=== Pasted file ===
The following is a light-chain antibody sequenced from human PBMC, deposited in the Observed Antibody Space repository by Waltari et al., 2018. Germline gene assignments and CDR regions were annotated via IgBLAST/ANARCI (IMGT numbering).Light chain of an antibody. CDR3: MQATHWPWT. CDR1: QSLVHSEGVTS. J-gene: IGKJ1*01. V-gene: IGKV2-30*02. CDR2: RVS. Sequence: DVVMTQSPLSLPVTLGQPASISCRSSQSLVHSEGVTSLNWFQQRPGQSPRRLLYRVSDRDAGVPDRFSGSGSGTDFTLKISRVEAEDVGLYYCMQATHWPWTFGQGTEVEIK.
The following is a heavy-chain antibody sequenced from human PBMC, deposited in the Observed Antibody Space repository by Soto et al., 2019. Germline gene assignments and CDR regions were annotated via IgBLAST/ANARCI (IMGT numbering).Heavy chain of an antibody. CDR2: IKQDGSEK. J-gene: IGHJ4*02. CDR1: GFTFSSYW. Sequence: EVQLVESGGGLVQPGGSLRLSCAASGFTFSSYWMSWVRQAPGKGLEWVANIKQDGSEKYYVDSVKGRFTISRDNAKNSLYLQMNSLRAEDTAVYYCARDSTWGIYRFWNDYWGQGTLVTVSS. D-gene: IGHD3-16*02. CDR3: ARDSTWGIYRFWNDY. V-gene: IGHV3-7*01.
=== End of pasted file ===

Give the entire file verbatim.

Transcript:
The following is a light-chain antibody sequenced from human PBMC, deposited in the Observed Antibody Space repository by Waltari et al., 2018. Germline gene assignments and CDR regions were annotated via IgBLAST/ANARCI (IMGT numbering).Light chain of an antibody. CDR3: MQATHWPWT. CDR1: QSLVHSEGVTS. J-gene: IGKJ1*01. V-gene: IGKV2-30*02. CDR2: RVS. Sequence: DVVMTQSPLSLPVTLGQPASISCRSSQSLVHSEGVTSLNWFQQRPGQSPRRLLYRVSDRDAGVPDRFSGSGSGTDFTLKISRVEAEDVGLYYCMQATHWPWTFGQGTEVEIK.
The following is a heavy-chain antibody sequenced from human PBMC, deposited in the Observed Antibody Space repository by Soto et al., 2019. Germline gene assignments and CDR regions were annotated via IgBLAST/ANARCI (IMGT numbering).Heavy chain of an antibody. CDR2: IKQDGSEK. J-gene: IGHJ4*02. CDR1: GFTFSSYW. Sequence: EVQLVESGGGLVQPGGSLRLSCAASGFTFSSYWMSWVRQAPGKGLEWVANIKQDGSEKYYVDSVKGRFTISRDNAKNSLYLQMNSLRAEDTAVYYCARDSTWGIYRFWNDYWGQGTLVTVSS. D-gene: IGHD3-16*02. CDR3: ARDSTWGIYRFWNDY. V-gene: IGHV3-7*01.